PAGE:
World Thalassemia Day
Thalassemia belongs to a family of genetic conditions affecting the human blood known as Haemoglobin disorders. It is a genetic disorder affecting the blood cells and characterized by decline, below the natural rate, in both the red blood cells and the level of haemoglobin. Haemoglobin is a substance in the red blood cells that carries oxygen, therefore the decline of haemoglobin triggers anaemia.
The signs and symptoms of thalassemia depend on the type and severity of the disease. As such, some babies show signs and symptoms of thalassemia at birth; whereas others may develop signs or symptoms during the first two years of their life. Some children with an affected haemoglobin gene may not develop any thalassemia symptoms.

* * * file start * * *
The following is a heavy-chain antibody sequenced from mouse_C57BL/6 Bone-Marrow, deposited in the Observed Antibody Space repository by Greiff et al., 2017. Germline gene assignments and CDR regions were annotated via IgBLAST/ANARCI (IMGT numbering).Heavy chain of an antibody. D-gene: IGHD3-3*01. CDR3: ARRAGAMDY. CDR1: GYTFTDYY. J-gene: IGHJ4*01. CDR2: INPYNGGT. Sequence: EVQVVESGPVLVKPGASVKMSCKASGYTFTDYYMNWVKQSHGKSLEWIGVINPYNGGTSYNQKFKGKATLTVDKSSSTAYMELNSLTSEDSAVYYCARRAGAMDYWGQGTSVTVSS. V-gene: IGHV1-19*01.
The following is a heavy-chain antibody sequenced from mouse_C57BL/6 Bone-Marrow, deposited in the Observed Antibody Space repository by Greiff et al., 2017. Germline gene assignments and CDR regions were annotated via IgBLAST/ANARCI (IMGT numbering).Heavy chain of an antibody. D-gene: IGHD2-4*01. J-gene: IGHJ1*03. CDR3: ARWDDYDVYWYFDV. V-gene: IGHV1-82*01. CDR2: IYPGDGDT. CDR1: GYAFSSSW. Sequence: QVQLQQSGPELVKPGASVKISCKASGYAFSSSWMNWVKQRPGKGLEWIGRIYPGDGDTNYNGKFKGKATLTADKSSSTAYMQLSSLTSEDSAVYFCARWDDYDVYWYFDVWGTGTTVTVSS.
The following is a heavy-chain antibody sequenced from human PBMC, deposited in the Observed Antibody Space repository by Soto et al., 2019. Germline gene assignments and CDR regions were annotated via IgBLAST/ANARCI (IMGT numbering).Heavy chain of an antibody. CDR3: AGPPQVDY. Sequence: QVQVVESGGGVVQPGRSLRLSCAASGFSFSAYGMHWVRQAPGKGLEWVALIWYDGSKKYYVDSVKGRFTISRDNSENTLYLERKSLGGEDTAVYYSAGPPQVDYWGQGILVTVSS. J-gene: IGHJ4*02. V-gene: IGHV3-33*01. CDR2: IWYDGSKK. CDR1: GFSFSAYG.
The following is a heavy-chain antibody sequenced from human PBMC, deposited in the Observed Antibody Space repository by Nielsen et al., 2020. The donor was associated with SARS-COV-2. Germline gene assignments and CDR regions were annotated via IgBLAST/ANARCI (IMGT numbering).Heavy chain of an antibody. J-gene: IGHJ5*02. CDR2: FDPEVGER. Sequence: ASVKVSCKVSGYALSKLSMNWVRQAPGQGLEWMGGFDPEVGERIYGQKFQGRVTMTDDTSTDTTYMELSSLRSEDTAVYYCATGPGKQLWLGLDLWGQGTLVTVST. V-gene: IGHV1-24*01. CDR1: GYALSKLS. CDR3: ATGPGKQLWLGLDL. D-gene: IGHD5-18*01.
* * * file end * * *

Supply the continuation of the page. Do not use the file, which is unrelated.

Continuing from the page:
- Almost 7% of the total world population is infected with haemoglobin disorders.
- 300,000 – 500,000 children are born with haemoglobin disorders.
- 70% of children are born with sickle cell anaemia, and the rest are living with thalassemia.
- Every year, 50-80% of children die from the sickle cell anaemia.
- Every year, 50,000 – 100,000 children die from major thalassemia.
Globally: May 8th
- Children and adults with Thalassemia.
- Patients’ FamHealth professionals including doctors, nurses, pharmacists and health educators.
- Education professionals including teachers, social worker and others.
- Health decision-makers.
- Health associations and organizations.
- The public.
Key Health Messages:
- Raising and boosting health awareness on thalassemia, ways of protection, and available medical care in the region.
- Promoting and enhancing the medical studies and researches in the field of thalassemia care and prevention.
- Disseminating information, expertise, and effective programs on thalassemia around the world.
- Helping the patient by supporting his right to have access to available medical care.